Fiat E-Doblo van review

Category: Electric Van

The E-Doblo is a practical electric city van that's cheaper than closely related rivals

Fiat E-Doblo van front left driving
  • Fiat E-Doblo van front left driving
  • Fiat E-Doblo van interior dashboard
  • Fiat E-Doblo van load bay
  • Fiat E-Doblo van infotainment screen
  • Fiat E-Doblo van right driving
  • Fiat E-Doblo van front left driving
  • Fiat E-Doblo van front left static
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  • Fiat E-Doblo van rear static
  • Fiat E-Doblo van rear badge detail
  • Fiat E-Doblo van interior front seats
  • Fiat E-Doblo van interior parking camera screen
  • Fiat E-Doblo van interior detail
  • Fiat E-Doblo van front left driving
  • Fiat E-Doblo van interior dashboard
  • Fiat E-Doblo van load bay
  • Fiat E-Doblo van infotainment screen
  • Fiat E-Doblo van right driving
  • Fiat E-Doblo van front left driving
  • Fiat E-Doblo van front left static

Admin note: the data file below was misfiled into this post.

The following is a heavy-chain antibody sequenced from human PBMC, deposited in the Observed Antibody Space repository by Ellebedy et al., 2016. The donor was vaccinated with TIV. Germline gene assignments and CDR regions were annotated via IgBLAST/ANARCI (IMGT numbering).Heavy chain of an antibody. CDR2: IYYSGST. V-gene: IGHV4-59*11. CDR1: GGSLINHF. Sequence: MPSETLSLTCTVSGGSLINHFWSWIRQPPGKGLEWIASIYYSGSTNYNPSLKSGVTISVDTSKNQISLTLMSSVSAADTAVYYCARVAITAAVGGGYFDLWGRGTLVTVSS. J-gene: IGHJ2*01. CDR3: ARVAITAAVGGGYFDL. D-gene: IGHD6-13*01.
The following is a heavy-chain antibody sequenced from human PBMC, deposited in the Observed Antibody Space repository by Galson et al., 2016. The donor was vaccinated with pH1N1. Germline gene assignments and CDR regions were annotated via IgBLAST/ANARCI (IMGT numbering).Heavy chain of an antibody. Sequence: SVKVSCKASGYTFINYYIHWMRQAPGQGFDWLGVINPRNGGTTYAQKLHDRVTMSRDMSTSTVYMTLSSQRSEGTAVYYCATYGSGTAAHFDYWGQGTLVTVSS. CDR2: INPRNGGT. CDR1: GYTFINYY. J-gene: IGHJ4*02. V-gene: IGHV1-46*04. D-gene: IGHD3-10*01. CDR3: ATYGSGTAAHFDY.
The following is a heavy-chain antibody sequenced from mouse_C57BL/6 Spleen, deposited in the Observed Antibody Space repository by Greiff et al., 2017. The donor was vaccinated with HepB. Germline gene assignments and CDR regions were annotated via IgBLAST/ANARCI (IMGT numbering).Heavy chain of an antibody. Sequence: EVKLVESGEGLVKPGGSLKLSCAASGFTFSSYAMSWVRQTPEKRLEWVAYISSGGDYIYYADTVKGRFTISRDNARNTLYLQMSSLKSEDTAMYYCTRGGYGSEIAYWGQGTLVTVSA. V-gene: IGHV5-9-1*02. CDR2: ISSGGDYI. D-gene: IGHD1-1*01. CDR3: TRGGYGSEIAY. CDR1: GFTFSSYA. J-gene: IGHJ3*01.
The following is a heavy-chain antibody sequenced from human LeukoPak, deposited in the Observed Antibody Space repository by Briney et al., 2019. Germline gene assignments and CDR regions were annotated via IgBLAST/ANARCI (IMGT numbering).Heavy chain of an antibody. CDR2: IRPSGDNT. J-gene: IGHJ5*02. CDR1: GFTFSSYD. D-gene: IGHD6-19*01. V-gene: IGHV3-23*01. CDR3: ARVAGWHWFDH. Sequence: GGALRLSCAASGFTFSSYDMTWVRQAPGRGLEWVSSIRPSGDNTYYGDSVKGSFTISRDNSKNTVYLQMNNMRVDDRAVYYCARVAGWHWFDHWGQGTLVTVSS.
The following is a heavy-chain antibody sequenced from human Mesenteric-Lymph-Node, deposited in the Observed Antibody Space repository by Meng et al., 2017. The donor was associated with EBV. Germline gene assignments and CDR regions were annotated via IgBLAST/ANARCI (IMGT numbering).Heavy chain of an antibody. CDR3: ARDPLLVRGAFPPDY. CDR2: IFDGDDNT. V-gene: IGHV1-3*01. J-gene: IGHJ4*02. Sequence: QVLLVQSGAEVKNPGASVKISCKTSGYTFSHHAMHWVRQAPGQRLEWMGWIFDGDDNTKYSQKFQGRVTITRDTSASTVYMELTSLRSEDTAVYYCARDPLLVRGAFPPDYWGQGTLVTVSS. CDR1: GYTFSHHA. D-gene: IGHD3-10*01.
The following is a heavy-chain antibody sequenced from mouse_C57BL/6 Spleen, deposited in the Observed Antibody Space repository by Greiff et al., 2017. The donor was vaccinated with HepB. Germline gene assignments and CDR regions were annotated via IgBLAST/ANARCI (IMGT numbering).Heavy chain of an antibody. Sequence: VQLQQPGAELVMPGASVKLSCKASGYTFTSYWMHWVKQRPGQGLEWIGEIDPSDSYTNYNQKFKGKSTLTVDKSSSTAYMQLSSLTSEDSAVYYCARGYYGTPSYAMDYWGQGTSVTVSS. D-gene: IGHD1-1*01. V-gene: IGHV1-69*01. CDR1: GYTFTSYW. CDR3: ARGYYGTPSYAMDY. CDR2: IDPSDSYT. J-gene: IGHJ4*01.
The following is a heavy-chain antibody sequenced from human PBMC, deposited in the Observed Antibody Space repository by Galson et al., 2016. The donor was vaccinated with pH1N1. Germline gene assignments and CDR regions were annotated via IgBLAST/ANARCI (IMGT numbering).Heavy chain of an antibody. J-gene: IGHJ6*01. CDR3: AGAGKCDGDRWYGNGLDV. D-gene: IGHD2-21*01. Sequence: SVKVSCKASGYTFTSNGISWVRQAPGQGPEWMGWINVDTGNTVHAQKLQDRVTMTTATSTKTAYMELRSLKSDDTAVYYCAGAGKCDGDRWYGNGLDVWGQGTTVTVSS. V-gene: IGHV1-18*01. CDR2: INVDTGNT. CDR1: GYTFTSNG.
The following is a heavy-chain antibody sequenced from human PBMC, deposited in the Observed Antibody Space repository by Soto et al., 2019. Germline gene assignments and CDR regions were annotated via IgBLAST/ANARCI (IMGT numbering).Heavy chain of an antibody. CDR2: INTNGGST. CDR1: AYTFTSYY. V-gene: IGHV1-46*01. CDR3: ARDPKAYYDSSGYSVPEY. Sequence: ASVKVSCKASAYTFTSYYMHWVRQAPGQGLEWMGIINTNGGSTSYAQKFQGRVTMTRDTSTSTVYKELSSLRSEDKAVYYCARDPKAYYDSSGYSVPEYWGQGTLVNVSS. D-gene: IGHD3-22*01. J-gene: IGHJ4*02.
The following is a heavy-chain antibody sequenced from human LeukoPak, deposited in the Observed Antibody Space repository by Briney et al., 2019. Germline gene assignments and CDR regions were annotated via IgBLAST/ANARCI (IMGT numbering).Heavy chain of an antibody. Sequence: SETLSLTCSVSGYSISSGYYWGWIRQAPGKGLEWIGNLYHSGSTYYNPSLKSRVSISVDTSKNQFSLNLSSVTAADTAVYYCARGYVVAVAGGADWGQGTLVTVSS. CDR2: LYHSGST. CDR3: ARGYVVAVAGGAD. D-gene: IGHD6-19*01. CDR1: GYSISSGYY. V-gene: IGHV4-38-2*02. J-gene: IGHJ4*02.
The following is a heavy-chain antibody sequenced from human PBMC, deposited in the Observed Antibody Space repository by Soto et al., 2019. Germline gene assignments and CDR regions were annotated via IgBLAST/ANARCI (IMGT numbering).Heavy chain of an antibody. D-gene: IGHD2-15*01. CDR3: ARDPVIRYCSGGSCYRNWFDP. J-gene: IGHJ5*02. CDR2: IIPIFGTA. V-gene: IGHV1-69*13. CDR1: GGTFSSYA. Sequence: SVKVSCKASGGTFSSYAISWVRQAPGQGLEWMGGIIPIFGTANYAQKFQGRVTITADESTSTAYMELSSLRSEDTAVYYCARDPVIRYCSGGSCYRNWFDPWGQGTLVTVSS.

• Fiat E-Doblo van right static
  • Fiat E-Doblo van rear right static
  • Fiat E-Doblo van rear static
  • Fiat E-Doblo van rear badge detail
  • Fiat E-Doblo van interior front seats
  • Fiat E-Doblo van interior parking camera screen
  • Fiat E-Doblo van interior detail
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What Car? says...

The Fiat E-Doblo is the first all-electric version of the Doblo van and follows on from zero-emissions versions of the E-Ducato and E-Scudo.

The E-Doblo certainly has potential to be a class-leading electric van because a previous incarnation of the diesel Fiat Doblo won an International Van of the Year award.

It’s also one of several small vans from Fiat’s parent company Stellantis that are now available in electric form. So, the E-Doblo is closely related to the Citroën e-Berlingo Van, Peugeot e-Partner and Vauxhall Combo Electric